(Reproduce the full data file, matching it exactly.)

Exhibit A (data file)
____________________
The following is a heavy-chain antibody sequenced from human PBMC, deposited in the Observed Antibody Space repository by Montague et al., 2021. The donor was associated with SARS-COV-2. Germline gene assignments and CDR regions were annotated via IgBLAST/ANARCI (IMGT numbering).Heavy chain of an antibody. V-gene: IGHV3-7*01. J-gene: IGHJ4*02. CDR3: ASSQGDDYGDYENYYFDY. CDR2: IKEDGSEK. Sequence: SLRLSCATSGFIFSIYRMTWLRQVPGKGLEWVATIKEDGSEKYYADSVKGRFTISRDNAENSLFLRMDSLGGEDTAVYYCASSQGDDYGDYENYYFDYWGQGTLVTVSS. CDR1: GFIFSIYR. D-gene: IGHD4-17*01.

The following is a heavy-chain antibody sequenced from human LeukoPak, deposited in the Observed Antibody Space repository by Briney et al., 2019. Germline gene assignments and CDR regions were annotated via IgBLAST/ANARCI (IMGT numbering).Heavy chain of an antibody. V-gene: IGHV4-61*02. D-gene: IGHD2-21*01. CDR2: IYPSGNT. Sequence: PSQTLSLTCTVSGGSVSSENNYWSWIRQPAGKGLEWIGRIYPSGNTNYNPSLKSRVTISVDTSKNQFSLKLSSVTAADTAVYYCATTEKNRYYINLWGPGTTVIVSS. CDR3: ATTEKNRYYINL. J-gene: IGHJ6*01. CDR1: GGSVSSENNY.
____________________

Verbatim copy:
The following is a heavy-chain antibody sequenced from human PBMC, deposited in the Observed Antibody Space repository by Montague et al., 2021. The donor was associated with SARS-COV-2. Germline gene assignments and CDR regions were annotated via IgBLAST/ANARCI (IMGT numbering).Heavy chain of an antibody. V-gene: IGHV3-7*01. J-gene: IGHJ4*02. CDR3: ASSQGDDYGDYENYYFDY. CDR2: IKEDGSEK. Sequence: SLRLSCATSGFIFSIYRMTWLRQVPGKGLEWVATIKEDGSEKYYADSVKGRFTISRDNAENSLFLRMDSLGGEDTAVYYCASSQGDDYGDYENYYFDYWGQGTLVTVSS. CDR1: GFIFSIYR. D-gene: IGHD4-17*01.

The following is a heavy-chain antibody sequenced from human LeukoPak, deposited in the Observed Antibody Space repository by Briney et al., 2019. Germline gene assignments and CDR regions were annotated via IgBLAST/ANARCI (IMGT numbering).Heavy chain of an antibody. V-gene: IGHV4-61*02. D-gene: IGHD2-21*01. CDR2: IYPSGNT. Sequence: PSQTLSLTCTVSGGSVSSENNYWSWIRQPAGKGLEWIGRIYPSGNTNYNPSLKSRVTISVDTSKNQFSLKLSSVTAADTAVYYCATTEKNRYYINLWGPGTTVIVSS. CDR3: ATTEKNRYYINL. J-gene: IGHJ6*01. CDR1: GGSVSSENNY.